Saturday, February 27, 2016

Where Did They All Go?

J and L enjoy traveling together at all times but there are those instances when one or the other have to kiss the other goodbye for various reasons. Once in a while exploring with Paul (the 3rd leg of J and L) J will take off but business is the general culprit when L or J separate for various conferences around the country.

Happy feet traveling together
One such situation occurred recently when J glided into the blue skies of Southern California heading east toward Phoenix for an educational conference being held in Scottsdale. Arizona is a favorite haunt for researching and exploring and this time it would be researching to learn how truly effective schools and districts work most effectively.

Students should always come first when it comes to education and the chance to improve the educational benefits of those students is always key.

But this blog has nothing to do with education – it has to do with missing people.

J arrived an hour and half early to Ontario International Airport for the short flight to Phoenix when he was taken aback by the displays that lined the north side of Terminal 4 where Southwest Airlines hub is located.

By Gates 400’s, his was 403, there were glass enclosures with five quart sized milk bottles in each of the seven displays with photographs of missing people on them. Surprising the majority were adults who had disappeared throughout the years from personal relationships ending, self-exile, running from debtors, or perhaps more of a nefarious nature.

Have you see me?
 To bring attention to the fact that millions of people each year make it to the list of those people who just end up missing with no idea of what happened to them was the reason for the displays.

Milk cartons with photographs of faces of those missing was the brainchild of the dairy industry in 1984 who believed since milk was a staple in the home perhaps people may recognize those identified on the cartons as missing. Maybe it was Anderson Erickson Dairy or Wisconsin’s Hawthorn Melody Farm Dairy but whoever was given credit it carried on for many years until the late 1980’s when Dr. Benjamin Spock (yeah, the one who later apologized to parents about raising their children since he didn’t have a clue) and others said the milk cartons may frighten children unnecessarily. 

Where is this woman?

Maybe it would have frightened those who wanted to steal children from their parents also – but that’s just conjecture at this point.  It was all started, per research, when the high profile case of Etan Patz who was abducted in 1979 on his way to school and later by John Walsh, father of Adam Walsh who was kidnapped in 1981. Whoever or whatever was the cause the point was made nationwide that people, not only children, go missing in unheard of numbers every year.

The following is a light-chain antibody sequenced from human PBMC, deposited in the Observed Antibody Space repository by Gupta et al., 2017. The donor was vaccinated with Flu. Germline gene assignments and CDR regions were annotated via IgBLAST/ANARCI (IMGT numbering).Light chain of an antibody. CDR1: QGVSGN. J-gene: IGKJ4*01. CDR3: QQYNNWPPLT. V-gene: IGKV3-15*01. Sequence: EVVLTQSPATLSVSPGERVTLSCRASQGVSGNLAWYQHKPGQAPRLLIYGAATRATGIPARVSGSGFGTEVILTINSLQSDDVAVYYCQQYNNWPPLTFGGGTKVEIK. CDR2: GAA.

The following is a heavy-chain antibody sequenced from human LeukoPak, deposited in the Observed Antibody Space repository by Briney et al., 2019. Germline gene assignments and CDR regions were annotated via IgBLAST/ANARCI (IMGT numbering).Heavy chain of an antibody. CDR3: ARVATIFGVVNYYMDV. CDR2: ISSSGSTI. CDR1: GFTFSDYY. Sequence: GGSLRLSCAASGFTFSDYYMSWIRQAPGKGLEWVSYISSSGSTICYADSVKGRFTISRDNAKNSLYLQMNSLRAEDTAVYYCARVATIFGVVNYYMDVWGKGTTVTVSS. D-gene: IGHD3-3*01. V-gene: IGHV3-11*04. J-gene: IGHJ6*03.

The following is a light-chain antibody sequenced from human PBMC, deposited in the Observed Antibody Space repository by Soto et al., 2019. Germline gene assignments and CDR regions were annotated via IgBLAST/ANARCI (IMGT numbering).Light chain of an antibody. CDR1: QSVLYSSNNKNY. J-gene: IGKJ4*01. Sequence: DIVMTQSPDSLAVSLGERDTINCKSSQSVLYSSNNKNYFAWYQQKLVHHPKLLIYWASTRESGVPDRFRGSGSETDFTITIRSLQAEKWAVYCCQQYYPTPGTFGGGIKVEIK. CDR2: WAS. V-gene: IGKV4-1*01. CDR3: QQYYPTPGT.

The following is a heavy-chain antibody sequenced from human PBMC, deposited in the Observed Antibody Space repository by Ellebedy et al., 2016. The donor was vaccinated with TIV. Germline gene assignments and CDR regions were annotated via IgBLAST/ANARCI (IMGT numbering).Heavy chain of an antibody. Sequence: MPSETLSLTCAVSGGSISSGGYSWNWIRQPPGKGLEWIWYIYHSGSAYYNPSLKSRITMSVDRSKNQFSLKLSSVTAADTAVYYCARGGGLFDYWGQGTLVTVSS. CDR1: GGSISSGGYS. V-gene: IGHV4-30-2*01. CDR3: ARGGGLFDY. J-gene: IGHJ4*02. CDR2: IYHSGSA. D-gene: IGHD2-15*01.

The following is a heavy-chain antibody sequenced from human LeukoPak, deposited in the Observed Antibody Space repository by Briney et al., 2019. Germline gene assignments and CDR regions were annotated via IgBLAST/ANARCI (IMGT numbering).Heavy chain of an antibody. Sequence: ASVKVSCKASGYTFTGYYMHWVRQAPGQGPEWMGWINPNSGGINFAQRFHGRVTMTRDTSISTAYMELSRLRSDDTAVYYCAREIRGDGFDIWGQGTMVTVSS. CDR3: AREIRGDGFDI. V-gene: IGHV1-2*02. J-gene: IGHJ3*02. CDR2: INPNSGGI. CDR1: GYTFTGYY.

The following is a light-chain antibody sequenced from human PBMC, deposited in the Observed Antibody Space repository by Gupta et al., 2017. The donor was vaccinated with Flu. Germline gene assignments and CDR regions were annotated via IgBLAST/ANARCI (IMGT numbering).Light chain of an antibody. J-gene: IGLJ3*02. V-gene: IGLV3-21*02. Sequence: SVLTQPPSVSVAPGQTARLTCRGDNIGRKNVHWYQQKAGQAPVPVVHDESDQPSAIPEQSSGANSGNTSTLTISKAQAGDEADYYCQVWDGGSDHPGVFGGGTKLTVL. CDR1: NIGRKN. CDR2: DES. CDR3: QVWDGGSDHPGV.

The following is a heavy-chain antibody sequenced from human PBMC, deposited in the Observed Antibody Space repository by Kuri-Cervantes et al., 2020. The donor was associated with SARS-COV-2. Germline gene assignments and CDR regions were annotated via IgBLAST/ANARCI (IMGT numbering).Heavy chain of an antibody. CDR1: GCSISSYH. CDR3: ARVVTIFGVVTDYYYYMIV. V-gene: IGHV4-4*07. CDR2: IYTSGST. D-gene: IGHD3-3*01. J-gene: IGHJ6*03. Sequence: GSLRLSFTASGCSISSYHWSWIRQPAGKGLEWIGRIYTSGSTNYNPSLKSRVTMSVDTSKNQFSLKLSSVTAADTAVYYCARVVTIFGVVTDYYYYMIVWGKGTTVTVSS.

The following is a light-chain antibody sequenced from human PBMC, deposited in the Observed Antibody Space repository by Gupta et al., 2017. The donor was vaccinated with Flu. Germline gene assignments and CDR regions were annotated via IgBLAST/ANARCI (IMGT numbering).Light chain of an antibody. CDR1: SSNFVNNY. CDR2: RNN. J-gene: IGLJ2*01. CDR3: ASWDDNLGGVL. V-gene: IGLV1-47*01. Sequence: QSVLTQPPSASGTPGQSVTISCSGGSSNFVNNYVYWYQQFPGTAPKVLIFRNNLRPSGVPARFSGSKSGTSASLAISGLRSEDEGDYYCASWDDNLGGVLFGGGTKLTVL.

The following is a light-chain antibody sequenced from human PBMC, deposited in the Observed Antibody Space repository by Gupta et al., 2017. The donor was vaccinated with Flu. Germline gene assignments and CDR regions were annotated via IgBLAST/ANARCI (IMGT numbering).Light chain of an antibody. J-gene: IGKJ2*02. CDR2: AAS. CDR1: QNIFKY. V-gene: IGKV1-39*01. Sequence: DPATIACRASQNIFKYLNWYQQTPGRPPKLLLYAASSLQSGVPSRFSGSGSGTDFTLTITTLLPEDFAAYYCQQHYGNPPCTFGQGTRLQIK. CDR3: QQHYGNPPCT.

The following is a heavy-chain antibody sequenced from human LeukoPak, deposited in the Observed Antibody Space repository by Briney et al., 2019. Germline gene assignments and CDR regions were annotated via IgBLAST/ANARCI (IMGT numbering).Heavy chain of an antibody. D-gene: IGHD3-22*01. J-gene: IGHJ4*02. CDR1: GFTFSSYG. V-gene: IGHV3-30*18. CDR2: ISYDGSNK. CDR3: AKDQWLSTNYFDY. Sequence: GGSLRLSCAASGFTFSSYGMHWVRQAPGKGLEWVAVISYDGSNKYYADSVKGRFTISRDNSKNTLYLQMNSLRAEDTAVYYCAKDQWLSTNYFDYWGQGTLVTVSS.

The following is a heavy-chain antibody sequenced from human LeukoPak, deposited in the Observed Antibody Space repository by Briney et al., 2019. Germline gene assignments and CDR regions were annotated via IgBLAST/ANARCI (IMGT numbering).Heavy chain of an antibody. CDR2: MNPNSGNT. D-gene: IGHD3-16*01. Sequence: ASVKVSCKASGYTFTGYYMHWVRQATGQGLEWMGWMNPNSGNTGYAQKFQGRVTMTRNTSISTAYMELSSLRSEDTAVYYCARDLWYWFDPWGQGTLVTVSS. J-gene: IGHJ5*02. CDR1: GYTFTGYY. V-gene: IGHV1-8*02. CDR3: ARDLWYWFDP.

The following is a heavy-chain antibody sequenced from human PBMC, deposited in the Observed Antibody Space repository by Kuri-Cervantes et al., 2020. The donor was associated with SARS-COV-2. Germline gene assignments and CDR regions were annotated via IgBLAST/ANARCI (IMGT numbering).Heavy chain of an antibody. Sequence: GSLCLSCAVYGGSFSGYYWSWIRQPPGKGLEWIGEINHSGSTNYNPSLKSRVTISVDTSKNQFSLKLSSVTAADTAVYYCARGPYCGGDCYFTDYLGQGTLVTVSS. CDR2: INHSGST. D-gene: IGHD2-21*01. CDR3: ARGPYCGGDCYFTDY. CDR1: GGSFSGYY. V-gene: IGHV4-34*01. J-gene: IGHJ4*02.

Artist Brandy Eve Allen created the plaster casts of the milk cartons from the early 1980’s recently as an art exhibit in Los Angeles and other locations such as Ontario International Airport. A stark reminder of what lurks behind the darkness of abduction.

Everybody needs milk and what a clever innovation but then again it was from an artist who grabbed that decades old idea and brought it again to the forefront of society.

 Then again most artists are pretty creative – that is what separates them from the rest of humanity in just one way.

 J is an artist, if being a professional writer counts – he says it does so we’ll leave it there.
Of course, those milk cartons aren’t as popular any longer in the 21st Century and perhaps it’s because they didn’t find all the missing people or perhaps the missing people really didn’t want to be found or perhaps no one cares any longer. Or perhaps Dr. Spock was right and a child kidnapped from his loving family and saw their face on a milk carton would be too frightened to turn themselves in – NOT!

 Who knows?

Whatever the case it was rather eerie for J to arrive at his gate to find it deserted with faces staring out from plaster milk cartons from behind locked glass cases.

That's J in the hat - not a missing person
Looking around the seating areas contained none of the usual waiting passengers, the white tiled halls void of the sound of footsteps, no annoying announcements bellowing indistinguishable comments from the ceilings, and no planes standing majestically at the end of the flexible tethers.

No planes

No passengers - zero

He certainly could not have been the only passenger on Southwest flight 182 bound for Phoenix on this unusually warm winter day in February – it couldn’t be. But where were all the people? Gate after gate was devoid of human activity – dead silence filled the air.

Had he gone missing? Would he end up on a milk carton in some aairport lobby some day?

Being a fictional writer J immediately began to conjure up images of him being the only passenger at Ontario that day. Of course, he had been cattle called through TSA with dozens of other customers and as he walked to his gate there were people gathered around the various restaurants, bars, and sundry shops but where had they all gone?

Where was everyone?

Fifteen minutes later life was back to normal – screeching over the intercom systems about not leaving bags attended, suitcases making click-clack sounds across the tiled floors, and the munch- munch of people chewing whatever items they had purchased in the various food stores they had passed on the way to their individual gates.

Life again took center stage on the tarmac

There are all the people!
He wasn’t missing after all but simply early to the wing of the airport where his gate was located.

Though, there could be a story in all of this anyway.

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